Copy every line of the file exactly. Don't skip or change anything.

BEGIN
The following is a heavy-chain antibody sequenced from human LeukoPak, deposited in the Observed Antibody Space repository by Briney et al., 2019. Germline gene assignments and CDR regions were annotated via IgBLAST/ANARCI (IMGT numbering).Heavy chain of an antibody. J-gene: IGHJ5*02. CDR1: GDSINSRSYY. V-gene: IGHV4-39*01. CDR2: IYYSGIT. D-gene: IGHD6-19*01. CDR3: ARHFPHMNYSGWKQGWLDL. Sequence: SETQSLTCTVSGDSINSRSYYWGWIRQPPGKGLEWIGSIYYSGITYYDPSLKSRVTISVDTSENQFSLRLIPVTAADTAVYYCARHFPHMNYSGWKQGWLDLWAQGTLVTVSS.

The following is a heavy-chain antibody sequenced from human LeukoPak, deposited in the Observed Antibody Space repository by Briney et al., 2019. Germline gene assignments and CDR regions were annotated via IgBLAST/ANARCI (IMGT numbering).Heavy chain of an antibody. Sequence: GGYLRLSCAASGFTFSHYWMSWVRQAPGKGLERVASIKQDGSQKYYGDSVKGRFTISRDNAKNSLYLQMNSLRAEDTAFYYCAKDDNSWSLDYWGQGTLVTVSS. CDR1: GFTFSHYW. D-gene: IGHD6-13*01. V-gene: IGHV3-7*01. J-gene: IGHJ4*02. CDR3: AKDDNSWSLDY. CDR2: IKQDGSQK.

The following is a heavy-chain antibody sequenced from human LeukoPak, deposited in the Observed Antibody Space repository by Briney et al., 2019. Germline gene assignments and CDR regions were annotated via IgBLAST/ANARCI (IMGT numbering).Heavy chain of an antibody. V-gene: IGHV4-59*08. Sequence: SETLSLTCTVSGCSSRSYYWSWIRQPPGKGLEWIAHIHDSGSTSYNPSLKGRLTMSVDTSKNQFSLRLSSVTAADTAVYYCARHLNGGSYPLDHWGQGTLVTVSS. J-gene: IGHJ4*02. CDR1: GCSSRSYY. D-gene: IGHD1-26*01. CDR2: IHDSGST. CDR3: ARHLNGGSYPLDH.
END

The following is a heavy-chain antibody sequenced from human LeukoPak, deposited in the Observed Antibody Space repository by Briney et al., 2019. Germline gene assignments and CDR regions were annotated via IgBLAST/ANARCI (IMGT numbering).Heavy chain of an antibody. J-gene: IGHJ5*02. CDR1: GDSINSRSYY. V-gene: IGHV4-39*01. CDR2: IYYSGIT. D-gene: IGHD6-19*01. CDR3: ARHFPHMNYSGWKQGWLDL. Sequence: SETQSLTCTVSGDSINSRSYYWGWIRQPPGKGLEWIGSIYYSGITYYDPSLKSRVTISVDTSENQFSLRLIPVTAADTAVYYCARHFPHMNYSGWKQGWLDLWAQGTLVTVSS.

The following is a heavy-chain antibody sequenced from human LeukoPak, deposited in the Observed Antibody Space repository by Briney et al., 2019. Germline gene assignments and CDR regions were annotated via IgBLAST/ANARCI (IMGT numbering).Heavy chain of an antibody. Sequence: GGYLRLSCAASGFTFSHYWMSWVRQAPGKGLERVASIKQDGSQKYYGDSVKGRFTISRDNAKNSLYLQMNSLRAEDTAFYYCAKDDNSWSLDYWGQGTLVTVSS. CDR1: GFTFSHYW. D-gene: IGHD6-13*01. V-gene: IGHV3-7*01. J-gene: IGHJ4*02. CDR3: AKDDNSWSLDY. CDR2: IKQDGSQK.

The following is a heavy-chain antibody sequenced from human LeukoPak, deposited in the Observed Antibody Space repository by Briney et al., 2019. Germline gene assignments and CDR regions were annotated via IgBLAST/ANARCI (IMGT numbering).Heavy chain of an antibody. V-gene: IGHV4-59*08. Sequence: SETLSLTCTVSGCSSRSYYWSWIRQPPGKGLEWIAHIHDSGSTSYNPSLKGRLTMSVDTSKNQFSLRLSSVTAADTAVYYCARHLNGGSYPLDHWGQGTLVTVSS. J-gene: IGHJ4*02. CDR1: GCSSRSYY. D-gene: IGHD1-26*01. CDR2: IHDSGST. CDR3: ARHLNGGSYPLDH.